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The Irish Footman

  • Object:

    Print

  • Place of origin:

    London

  • Date:

    25/03/15

  • Artist/Maker:

    Woodward, George Moutard (artist)
    Ackermann, Rudolph, born 1764 - died 1834 (publisher)
    Thomas Rowlandson, born 1756 - died 1827 (etcher)

  • Materials and Techniques:

    Hand-coloured etching

  • Credit Line:

    Bequeathed by John Jones

  • Museum number:

    1232:61-1882

  • Gallery location:

    Prints & Drawings Study Room, level C, case GG, shelf 138, box D

Seated in a chair and showing signs of gout (a disease associated with excessive consumption of rich food and wine), a wealthy man shouts at his Irish servant, who has dragged a large sundial in from the garden. The master has ordered the servant to set his watch by checking it against the sundial. The servant, not understanding how the sundial works, has brought both it and the watch inside for the master to do it himself.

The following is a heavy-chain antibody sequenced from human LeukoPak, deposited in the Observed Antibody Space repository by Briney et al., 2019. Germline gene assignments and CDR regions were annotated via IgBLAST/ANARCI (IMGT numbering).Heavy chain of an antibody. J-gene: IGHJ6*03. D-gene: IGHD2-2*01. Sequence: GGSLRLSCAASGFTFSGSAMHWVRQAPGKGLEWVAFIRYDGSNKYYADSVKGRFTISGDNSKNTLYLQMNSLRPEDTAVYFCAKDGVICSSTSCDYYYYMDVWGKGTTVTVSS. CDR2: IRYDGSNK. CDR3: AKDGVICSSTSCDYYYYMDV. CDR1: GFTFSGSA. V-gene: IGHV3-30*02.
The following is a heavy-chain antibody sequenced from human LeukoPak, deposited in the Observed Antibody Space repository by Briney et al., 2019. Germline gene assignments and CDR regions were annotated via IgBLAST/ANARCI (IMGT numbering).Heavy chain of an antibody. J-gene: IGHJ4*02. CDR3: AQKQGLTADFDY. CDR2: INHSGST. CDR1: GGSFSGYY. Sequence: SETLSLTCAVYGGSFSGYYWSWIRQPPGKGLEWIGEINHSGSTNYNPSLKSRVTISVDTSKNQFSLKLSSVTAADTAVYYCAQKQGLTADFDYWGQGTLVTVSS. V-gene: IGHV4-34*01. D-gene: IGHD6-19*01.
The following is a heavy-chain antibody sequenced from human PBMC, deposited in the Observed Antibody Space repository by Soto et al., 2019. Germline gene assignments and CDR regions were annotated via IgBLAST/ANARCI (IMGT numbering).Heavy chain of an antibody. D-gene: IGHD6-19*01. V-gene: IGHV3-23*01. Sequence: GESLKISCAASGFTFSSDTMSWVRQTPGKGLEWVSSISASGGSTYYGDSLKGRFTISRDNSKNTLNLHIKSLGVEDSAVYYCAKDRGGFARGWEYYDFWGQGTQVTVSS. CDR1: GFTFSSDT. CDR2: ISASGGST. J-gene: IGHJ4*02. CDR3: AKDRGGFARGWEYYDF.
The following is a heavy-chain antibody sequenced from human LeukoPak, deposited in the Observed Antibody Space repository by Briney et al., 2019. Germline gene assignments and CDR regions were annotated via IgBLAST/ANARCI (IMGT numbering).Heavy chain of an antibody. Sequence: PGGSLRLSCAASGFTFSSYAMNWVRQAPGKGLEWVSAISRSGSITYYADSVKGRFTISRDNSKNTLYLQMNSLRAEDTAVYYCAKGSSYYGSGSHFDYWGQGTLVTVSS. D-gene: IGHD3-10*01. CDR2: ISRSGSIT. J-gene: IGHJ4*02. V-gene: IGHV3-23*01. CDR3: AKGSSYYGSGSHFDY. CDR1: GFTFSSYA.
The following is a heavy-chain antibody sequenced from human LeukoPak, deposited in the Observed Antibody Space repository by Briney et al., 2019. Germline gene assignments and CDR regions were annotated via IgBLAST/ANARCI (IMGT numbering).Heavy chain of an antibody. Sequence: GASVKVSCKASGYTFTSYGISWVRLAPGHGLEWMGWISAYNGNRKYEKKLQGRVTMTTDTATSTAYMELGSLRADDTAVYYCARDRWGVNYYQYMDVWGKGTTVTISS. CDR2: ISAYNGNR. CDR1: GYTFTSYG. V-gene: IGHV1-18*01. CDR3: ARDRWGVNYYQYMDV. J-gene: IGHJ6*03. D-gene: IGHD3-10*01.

There was a significant population of Irish people in 18th and 19th century London, many of whom worked in domestic service. They were often the target of satires, which stereotyped them as lacking intelligence and being unable to comprehend English accents.

Physical description

A wealthy man, seated and bearing the signs of gout, shouts at his servant who has dragged a stone sundial into the room with a fob watch hanging from it.

Place of Origin

London

Date

25/03/15

Artist/maker

Woodward, George Moutard (artist)
Ackermann, Rudolph, born 1764 - died 1834 (publisher)
Thomas Rowlandson, born 1756 - died 1827 (etcher)

Materials and Techniques

Hand-coloured etching

Dimensions

Height: 25.8 cm, Width: 36 cm

Object history note

Object originally bound in a guard-book containing one hundred and fifteen caricatures by T. Rowlandson, W. Heath, J. Gillray, R. Dighton, G. Cruikshank and others

Descriptive line

Satirical print, 'The Irish Footman' after George Moutard Woodward, London, 1808.

Materials

Paper

Techniques

Etching

Collection

Prints, Drawings & Paintings Collection

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